Karim Wissa – Managing Director, French Chamber of Commerce Egypt

The head of the French Chamber of Commerce in Egypt, Karim Wissa, dives into the current state of the Egyptian economy, the reasons behind its healthcare boom, explains why companies are rushing in under the umbrella of the universal healthcare law, and the role of France in helping Egypt grow. In addition, he comments on the impact of the Ukraine conflict, the upcoming COP27 climate conference in Sharm El-Sheikh, and the benefits of healthy competition with the Gulf countries.

 

Egypt is a place where it takes longer to do business, there are hurdles because we have a huge administration and bureaucracy, but it is worth it

We understand that you have a decades-long career in diplomacy. Can you begin by briefly introducing your career and what led you to the French Chamber of Commerce Egypt?

I have spent most of my career, 30 years, as a diplomat, working in different posts from New York to Paris, Washington DC, and Cairo. My last assignment was as Egypt’s executive director on the board of the World Bank from 2013 to 2016. Afterwards, I decided to quit and join a French law firm that wanted to open an office in Cairo. Following that, the pandemic came, and I was approached by the French Chamber of Commerce to join as managing director.

 

What can you share about the current state of the Egyptian economy and the role that France is playing to foster its development?

I am very happy to be at the French Chamber at this particular time. Why? Because French-Egyptian relations are currently in a honeymoon period. Apart from being a historical relationship, Egypt represents the most attractive potential market in the region for several reasons. It is a very big country, a very big consumer with a population of more than 104 million that must be fed, given medicine to, and so on. In addition, Egypt is the only politically stable country in the region; it is surrounded by Libya, Sudan, Ethiopia, and Palestine. Moreover, the country is now aiming to become the hub for European countries and companies that wish to enter the African market. Finally, Egypt has signed many trade agreements with its neighbours in the Gulf, Morocco, Algeria and throughout Africa.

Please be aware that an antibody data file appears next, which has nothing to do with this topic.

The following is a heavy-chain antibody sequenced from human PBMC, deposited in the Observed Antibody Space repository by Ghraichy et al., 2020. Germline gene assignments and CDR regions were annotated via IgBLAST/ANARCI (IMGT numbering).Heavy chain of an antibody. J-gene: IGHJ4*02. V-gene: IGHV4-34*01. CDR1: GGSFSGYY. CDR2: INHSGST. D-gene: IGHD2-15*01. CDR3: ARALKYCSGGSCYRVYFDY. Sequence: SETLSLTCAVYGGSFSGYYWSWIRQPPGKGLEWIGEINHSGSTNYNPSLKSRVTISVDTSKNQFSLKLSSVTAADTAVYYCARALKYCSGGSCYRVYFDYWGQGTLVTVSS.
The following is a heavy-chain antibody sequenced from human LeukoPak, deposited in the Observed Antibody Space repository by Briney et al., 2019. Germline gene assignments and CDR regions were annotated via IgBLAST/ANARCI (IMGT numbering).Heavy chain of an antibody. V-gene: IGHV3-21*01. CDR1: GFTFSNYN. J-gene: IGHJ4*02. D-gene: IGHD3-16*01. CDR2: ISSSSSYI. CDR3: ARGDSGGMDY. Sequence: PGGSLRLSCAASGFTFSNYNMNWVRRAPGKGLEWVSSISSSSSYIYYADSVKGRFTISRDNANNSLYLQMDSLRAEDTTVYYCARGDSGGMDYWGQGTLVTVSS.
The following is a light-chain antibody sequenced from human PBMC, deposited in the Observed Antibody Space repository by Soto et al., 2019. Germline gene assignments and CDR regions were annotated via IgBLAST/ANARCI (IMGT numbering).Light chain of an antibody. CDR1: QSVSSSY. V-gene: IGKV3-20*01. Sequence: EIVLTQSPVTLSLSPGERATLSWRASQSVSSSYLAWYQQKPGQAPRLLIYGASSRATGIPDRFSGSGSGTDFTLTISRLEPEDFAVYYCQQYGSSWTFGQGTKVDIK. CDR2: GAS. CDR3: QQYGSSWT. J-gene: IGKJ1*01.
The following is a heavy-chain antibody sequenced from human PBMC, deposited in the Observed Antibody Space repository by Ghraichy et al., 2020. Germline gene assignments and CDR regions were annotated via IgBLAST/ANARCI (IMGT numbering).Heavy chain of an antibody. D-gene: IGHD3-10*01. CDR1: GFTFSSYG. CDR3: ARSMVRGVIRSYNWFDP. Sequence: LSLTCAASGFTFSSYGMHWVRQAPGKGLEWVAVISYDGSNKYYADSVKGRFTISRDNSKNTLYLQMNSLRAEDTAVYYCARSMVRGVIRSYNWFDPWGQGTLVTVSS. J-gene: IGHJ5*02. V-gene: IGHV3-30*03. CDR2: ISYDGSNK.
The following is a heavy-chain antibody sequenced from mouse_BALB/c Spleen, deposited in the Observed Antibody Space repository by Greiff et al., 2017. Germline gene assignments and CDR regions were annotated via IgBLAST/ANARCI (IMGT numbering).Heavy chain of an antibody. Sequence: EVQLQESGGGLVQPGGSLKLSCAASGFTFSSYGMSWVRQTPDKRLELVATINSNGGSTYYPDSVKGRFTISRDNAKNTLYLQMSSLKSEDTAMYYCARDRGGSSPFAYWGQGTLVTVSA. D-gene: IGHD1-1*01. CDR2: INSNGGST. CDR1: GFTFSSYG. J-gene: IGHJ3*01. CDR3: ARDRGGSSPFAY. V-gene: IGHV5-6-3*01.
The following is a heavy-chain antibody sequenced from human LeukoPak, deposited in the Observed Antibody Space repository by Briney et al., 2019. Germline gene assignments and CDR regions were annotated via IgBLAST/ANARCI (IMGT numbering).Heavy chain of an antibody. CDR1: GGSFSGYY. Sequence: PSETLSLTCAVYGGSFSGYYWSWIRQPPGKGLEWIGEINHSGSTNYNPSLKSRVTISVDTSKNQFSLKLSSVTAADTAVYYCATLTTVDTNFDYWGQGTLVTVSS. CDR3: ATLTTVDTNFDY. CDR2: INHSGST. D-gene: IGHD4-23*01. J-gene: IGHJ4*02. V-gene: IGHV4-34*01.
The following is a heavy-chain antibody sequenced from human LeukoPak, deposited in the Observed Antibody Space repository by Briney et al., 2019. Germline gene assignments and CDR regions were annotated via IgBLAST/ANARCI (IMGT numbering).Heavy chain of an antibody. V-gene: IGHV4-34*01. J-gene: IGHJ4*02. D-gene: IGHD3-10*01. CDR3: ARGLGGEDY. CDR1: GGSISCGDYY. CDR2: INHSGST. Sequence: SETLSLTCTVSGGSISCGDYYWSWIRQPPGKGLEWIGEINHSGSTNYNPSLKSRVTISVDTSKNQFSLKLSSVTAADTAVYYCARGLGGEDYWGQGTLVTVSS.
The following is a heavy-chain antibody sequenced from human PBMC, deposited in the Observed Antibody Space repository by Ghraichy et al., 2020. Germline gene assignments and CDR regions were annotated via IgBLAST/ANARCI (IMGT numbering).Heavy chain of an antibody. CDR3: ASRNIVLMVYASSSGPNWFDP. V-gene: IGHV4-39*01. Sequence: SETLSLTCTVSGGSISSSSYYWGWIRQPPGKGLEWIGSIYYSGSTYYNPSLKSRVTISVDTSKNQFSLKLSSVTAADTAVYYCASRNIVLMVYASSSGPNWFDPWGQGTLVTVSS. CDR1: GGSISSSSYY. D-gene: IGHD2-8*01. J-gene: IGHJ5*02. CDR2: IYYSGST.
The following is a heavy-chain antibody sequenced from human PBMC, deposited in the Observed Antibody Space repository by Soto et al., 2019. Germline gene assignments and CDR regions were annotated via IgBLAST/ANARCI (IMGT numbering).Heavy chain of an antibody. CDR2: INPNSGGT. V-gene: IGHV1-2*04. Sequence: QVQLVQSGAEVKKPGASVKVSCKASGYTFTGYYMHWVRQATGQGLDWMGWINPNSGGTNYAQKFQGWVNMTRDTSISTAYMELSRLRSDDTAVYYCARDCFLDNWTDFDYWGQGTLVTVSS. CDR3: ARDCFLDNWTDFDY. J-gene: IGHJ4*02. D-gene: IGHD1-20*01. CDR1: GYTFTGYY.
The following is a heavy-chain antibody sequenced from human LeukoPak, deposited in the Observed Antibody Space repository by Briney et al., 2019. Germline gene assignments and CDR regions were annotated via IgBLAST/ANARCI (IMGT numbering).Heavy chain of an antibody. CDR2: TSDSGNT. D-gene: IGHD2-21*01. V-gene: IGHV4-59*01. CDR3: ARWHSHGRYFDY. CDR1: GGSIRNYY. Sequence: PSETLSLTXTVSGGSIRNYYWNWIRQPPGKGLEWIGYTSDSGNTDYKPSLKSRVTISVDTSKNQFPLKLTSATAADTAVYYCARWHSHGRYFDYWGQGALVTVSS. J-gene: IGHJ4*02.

Why honeymoon? Because France is now Egypt’s main financial supporter, recently announcing a huge EUR 8 billion package. Plenty of French companies that had this country on their radar were hesitant 18 months ago, but things have changed; companies are now coming, are interested, and see the huge potential.

We saw this in the last international medical fair organised in June 2022, the Africa Health ExCon. As a chamber of commerce, we encouraged companies to attend and were surprised by the attendance. I was extremely impressed by the organisation, the level of attendance, the variety of participants, the political will and presence of the Egyptian government at this fair, which gave a lot of credibility and a lot of attractiveness to French companies to come and work in Egypt.

 

You mentioned that French companies were hesitant to come to Egypt 18 months ago. What made them change their minds?

First of all, the regulatory framework in Egypt is in constant evolution; the authorities are trying to close the loopholes, make things clearer and digitalise all government services. This constant evolution has attracted a lot of companies that were previously hesitant. All of the big French health companies have been present here for a long time – 40 years in the case of Sanofi. However, a lot of the medium-sized and small companies have always been hesitant, first because of the language, they think Egypt is not a Francophone country, second, because they always tie Egypt with the Pharaonic past, and third, because Egypt has also been linked to conflicts. However, today, with the financial backing of the French government and the presence of industry leaders, they are now willing to invest.

Egypt is a place where it takes longer to do business, there are hurdles because we have a huge administration and bureaucracy, but it is worth it. You gain a lot of white hair, but you make a lot of money at the same time. The potential is huge.